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The Implements of War

By M.W. Kimani (Kenya)


 

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The Implements of War

 

By M.W. Kimani

 

The implements of war hung on two rusty nails – hammered, one next to another, onto the left side of a weathered and beaten cupboard, within an arm’s reach of father’s big chair.

The brown leather belt was thick and heavy…but frayed from constant use. Next to it hang a long, sleek, rubber whip; black as night.

Each implement was specific in its use. The whip – was for my brother and I, for one does not spare the rod, if they seek not to spoil the child. The belt was for my mother, employed behind the bedroom door… to keep her on the straight and narrow.

The rules of engagement probably existed somewhere; I never quite learnt to read them. And father’s violent and disorganised raids often fell upon me at the most unexpected moments, taking me by surprise and leaving me bloodied and wracked with pain.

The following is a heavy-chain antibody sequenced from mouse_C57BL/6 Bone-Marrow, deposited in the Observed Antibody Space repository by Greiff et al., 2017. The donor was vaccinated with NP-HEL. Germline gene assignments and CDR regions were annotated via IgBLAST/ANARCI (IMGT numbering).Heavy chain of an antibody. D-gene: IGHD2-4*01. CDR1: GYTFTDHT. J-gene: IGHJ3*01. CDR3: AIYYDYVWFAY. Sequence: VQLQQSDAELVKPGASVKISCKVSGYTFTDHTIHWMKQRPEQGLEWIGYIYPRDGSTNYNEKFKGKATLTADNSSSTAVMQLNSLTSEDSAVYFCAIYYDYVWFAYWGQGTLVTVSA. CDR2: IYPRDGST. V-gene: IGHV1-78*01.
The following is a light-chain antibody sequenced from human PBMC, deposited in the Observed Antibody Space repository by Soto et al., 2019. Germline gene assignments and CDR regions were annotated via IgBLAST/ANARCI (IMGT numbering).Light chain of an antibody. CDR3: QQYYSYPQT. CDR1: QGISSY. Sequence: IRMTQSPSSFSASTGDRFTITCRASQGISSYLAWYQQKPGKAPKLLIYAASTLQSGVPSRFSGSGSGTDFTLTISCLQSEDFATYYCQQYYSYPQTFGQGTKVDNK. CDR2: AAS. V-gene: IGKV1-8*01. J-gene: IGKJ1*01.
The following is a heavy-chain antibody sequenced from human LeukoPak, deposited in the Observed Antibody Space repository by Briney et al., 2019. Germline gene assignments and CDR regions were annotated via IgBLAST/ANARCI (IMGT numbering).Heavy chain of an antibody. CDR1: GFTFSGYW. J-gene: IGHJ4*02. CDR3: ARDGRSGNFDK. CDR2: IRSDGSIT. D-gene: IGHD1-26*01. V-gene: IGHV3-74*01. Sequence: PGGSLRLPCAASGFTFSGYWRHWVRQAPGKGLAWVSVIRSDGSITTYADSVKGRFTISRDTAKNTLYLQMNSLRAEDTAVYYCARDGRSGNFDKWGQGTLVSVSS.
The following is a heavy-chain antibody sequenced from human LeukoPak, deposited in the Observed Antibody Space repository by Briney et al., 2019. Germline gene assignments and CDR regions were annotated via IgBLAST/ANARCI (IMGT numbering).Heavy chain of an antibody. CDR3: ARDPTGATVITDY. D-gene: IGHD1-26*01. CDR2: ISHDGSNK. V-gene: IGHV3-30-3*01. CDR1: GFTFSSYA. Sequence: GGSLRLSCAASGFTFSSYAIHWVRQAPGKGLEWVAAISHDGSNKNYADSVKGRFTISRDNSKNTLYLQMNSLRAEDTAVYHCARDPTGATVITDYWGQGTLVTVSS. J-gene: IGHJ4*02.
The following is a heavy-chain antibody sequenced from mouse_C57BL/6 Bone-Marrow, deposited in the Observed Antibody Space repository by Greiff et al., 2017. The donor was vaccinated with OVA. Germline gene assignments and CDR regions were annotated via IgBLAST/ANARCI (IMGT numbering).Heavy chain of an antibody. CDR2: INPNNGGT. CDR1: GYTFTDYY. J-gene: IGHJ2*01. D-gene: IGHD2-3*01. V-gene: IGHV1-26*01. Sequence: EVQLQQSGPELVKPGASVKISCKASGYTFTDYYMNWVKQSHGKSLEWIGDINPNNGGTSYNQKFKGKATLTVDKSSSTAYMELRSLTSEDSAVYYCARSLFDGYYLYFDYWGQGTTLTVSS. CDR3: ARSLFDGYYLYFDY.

And just when I was developing a better instinct about these things – learning to watch for the twitch on my father’s temple, the throbbing that replaced the twitch, and the restless fidgeting that almost invariably preceded an attack, a mistake rescued me from the battlefield; a youth folly - teenage pregnancy and early marriage – at age 16.

If my marriage did not turn out too well, I suppose it was because the child was stillborn. That, in turn, was probably the result of the heavy blows that had landed upon the 8 month bump when, two weeks after a rushed marriage, the hapless father and I, his parents being too poor to help, had the impudence (and inanity) to go home and ask for assistance in meeting the costs of the impending birth.

 

A broken rib and busted lip in need of ten stitches quickly disabused the young man of the notion of helpful in-laws.

 The child came two days later, unexpectedly and accompanied by a gushing of blood and more pain that I had ever thought could exist in the absence of a whip. But her tiny heart didn’t beat, and she had the hue of crushed blueberries. We let the morgue bury her alongside the bodies of the unclaimed.